by Judith Evans
Abu Ghraib. Guantanamo. Extraordinary rendition. Torture. In the years following the attacks of September 11, 2001, these words symbolized some of the worst aspects of the War on Terror. During the conflicts in Iraq and Afghanistan, the United States detained terrorism suspects at prisons in Abu Ghraib, Iraq and Guantanamo Bay, Cuba. Detainees were subjected to inhumane and degrading conditions as Bush Administration officials showed contempt for international humanitarian law.
What Happened at Abu Ghraib
Details and photographs of violent and intimidating acts against detainees at Abu Ghraib emerged in April, 2004. In his report to Lieutenant General Ricardo Sanchez, Major General Antonio Taguba described abuses at the prison, including:
Punching, slapping, and kicking detainees
Forcing detainees to remove their clothes and remain naked for days
Forcing a male detainee to wear a dog collar or chain around his neck to be photographed with a female soldier
Allowing unmuzzled military dogs to intimidate or even bite detainees
Arranging and photographing detainees in sexually explicit positions
Attaching wires to a detainee’s body to simulate electric torture
The abuse at Abu Ghraib was not an isolated incident. The United States had already been sending terrorism suspects to offshore locations, such as the prison at Guantanamo Bay, Cuba. There, detainees faced intimidation tactics such as sleep deprivation, hooding, and extreme temperatures or noise. Other suspects were sent to Syria, Egypt, and other foreign locations – a process known as “extraordinary rendition” – where they faced torture.
President George W. Bush had stated that captured members of the Taliban and Al Qaeda should be humanely treated. Images and reports from Abu Ghraib, however, painted a far different picture. Military interrogators were using techniques that violated humanitarian treaties to which the United States is a party.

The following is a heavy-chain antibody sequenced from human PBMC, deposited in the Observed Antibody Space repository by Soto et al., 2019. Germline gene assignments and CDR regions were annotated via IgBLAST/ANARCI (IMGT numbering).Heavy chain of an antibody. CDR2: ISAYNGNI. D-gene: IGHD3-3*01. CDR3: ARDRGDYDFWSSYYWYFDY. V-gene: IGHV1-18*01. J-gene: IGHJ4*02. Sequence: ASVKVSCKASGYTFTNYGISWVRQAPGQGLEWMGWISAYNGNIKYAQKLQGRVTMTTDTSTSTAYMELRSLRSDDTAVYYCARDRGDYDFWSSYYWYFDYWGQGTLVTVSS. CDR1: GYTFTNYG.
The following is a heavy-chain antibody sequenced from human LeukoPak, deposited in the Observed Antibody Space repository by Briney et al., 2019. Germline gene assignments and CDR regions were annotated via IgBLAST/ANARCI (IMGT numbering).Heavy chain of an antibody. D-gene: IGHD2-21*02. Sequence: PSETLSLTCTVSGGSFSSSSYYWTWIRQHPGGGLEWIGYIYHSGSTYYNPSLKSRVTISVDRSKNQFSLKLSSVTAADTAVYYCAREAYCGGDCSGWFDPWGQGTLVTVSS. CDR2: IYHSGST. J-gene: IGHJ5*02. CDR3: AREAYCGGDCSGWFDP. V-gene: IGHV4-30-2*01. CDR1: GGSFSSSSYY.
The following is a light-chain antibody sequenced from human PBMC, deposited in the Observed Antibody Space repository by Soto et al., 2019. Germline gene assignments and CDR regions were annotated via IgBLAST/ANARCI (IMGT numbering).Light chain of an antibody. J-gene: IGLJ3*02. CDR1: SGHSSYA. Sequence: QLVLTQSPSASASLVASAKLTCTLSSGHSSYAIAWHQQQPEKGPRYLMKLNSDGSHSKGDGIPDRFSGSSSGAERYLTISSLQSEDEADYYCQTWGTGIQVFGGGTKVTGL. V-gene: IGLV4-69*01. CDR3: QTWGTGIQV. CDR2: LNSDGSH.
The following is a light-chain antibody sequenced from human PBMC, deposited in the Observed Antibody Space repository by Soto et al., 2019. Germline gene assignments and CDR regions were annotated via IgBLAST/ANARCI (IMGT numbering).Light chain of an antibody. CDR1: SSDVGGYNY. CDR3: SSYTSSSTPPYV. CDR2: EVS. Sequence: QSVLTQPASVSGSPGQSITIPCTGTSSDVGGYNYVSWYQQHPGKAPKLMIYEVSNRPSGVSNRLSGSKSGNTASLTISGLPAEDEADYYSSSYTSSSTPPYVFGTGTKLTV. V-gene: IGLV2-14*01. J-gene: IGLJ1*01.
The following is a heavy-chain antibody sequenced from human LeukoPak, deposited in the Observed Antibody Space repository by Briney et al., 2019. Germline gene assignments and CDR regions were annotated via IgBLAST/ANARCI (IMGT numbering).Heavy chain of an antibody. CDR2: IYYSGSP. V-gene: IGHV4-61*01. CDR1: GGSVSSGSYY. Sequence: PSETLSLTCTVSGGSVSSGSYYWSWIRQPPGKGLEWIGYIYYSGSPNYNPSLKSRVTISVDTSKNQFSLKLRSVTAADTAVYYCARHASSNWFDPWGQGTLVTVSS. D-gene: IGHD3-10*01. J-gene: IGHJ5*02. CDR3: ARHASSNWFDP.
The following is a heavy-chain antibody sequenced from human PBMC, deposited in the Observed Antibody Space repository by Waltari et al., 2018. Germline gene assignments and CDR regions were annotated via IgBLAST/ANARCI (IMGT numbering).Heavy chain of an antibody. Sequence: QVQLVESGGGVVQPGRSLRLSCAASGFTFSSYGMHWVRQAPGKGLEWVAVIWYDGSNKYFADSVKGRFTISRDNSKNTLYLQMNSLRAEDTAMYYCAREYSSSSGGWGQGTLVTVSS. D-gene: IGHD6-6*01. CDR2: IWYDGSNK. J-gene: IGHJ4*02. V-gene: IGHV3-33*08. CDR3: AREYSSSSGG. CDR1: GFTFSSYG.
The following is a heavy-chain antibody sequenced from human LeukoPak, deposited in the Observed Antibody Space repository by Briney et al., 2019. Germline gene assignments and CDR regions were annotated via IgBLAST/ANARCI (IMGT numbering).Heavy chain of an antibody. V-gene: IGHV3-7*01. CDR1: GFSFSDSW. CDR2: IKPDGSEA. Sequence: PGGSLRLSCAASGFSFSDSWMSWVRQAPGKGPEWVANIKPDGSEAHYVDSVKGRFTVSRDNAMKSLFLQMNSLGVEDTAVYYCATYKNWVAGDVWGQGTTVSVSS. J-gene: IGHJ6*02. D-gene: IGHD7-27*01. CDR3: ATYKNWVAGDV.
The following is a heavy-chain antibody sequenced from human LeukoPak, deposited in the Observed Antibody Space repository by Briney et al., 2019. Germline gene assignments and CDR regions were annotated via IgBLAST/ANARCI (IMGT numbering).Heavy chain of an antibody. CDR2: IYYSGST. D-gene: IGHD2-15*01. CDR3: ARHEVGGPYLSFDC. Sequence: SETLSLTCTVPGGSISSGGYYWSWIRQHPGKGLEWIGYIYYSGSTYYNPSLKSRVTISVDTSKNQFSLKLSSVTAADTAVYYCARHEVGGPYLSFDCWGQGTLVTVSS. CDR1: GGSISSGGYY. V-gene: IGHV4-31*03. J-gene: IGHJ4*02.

Third Geneva Convention: Humane Treatment
Since 1949, the Third Geneva Convention has protected prisoners of war from abuse by their captors. Article 13 states that “prisoners of war must at all times be humanely treated.” It specifically protects prisoners against “acts of violence or intimidation and against insults and public curiosity.” The detainees at Abu Ghraib had clearly been subjected to these prohibited acts.
But who exactly is a prisoner of war? According to Article 4, prisoners of war may be “members of the armed forces of a Party to the conflict.” “Members of other militias and members of other volunteer corps, including organized resistance movements” are considered prisoners of war as long as they meet the following conditions:
a) That of being commanded by a person responsible for his subordinates
b) That of having a fixed distinctive sign recognizable at a distance
c) That of carrying arms openly
d) That of conducting their operations in accordance with the laws and customs of war
When an individual’s prisoner of war status is in doubt, Article 5 provides that they are protected by the Convention “until such time as their status has been determined by a competent tribunal.”
Convention Against Torture: No Exceptions
The United Nations Convention Against Torture prohibits “cruel, inhuman or degrading treatment or punishment throughout the world.” The United States ratified the Convention in 1994, and is bound by its provisions.
Contrary to assertions by various Bush Administration personnel, the Convention makes no exceptions to the provisions against torture. Article 2 states that there are “no exceptions whatsoever,” including “threats of war” or “political instability.”
The Torture Memos
Through a series of memos, Bush Administration lawyers argued that certain human rights provisions of international law did not apply to the conflict in Afghanistan. The memos showed a disturbing disregard for the rule of law.